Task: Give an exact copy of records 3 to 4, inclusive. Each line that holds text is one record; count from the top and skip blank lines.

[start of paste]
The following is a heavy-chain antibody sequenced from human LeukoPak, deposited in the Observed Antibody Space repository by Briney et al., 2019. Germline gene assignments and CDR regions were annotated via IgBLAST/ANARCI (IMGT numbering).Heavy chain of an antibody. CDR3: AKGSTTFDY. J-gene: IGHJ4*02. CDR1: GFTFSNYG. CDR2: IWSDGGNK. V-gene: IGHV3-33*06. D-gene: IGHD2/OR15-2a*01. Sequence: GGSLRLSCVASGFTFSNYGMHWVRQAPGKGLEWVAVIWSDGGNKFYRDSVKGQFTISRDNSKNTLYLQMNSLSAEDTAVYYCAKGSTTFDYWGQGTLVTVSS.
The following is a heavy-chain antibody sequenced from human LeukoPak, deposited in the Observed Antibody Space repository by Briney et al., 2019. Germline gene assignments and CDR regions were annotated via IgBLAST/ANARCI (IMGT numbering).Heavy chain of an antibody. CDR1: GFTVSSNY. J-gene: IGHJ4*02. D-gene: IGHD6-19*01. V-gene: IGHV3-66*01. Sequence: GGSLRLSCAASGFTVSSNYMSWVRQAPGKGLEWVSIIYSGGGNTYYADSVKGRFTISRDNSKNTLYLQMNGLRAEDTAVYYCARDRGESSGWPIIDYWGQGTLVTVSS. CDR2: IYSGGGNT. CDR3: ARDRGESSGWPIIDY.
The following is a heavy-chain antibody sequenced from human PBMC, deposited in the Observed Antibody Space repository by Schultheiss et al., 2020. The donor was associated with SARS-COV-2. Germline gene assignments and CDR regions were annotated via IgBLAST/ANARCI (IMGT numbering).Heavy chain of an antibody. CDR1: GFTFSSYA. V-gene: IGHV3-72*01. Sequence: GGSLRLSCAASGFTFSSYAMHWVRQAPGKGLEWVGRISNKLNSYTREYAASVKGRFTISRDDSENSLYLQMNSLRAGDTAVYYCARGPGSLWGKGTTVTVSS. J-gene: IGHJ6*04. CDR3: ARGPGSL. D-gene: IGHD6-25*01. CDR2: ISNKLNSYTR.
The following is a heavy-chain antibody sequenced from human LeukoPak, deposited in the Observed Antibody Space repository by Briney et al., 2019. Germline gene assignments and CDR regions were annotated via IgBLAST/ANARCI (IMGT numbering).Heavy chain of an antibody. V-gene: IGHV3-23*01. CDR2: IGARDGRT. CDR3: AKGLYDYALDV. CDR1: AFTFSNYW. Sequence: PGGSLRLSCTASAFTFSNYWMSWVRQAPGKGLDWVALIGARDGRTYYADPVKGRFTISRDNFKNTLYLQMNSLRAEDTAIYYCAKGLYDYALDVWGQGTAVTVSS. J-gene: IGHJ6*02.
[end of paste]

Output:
The following is a heavy-chain antibody sequenced from human PBMC, deposited in the Observed Antibody Space repository by Schultheiss et al., 2020. The donor was associated with SARS-COV-2. Germline gene assignments and CDR regions were annotated via IgBLAST/ANARCI (IMGT numbering).Heavy chain of an antibody. CDR1: GFTFSSYA. V-gene: IGHV3-72*01. Sequence: GGSLRLSCAASGFTFSSYAMHWVRQAPGKGLEWVGRISNKLNSYTREYAASVKGRFTISRDDSENSLYLQMNSLRAGDTAVYYCARGPGSLWGKGTTVTVSS. J-gene: IGHJ6*04. CDR3: ARGPGSL. D-gene: IGHD6-25*01. CDR2: ISNKLNSYTR.
The following is a heavy-chain antibody sequenced from human LeukoPak, deposited in the Observed Antibody Space repository by Briney et al., 2019. Germline gene assignments and CDR regions were annotated via IgBLAST/ANARCI (IMGT numbering).Heavy chain of an antibody. V-gene: IGHV3-23*01. CDR2: IGARDGRT. CDR3: AKGLYDYALDV. CDR1: AFTFSNYW. Sequence: PGGSLRLSCTASAFTFSNYWMSWVRQAPGKGLDWVALIGARDGRTYYADPVKGRFTISRDNFKNTLYLQMNSLRAEDTAIYYCAKGLYDYALDVWGQGTAVTVSS. J-gene: IGHJ6*02.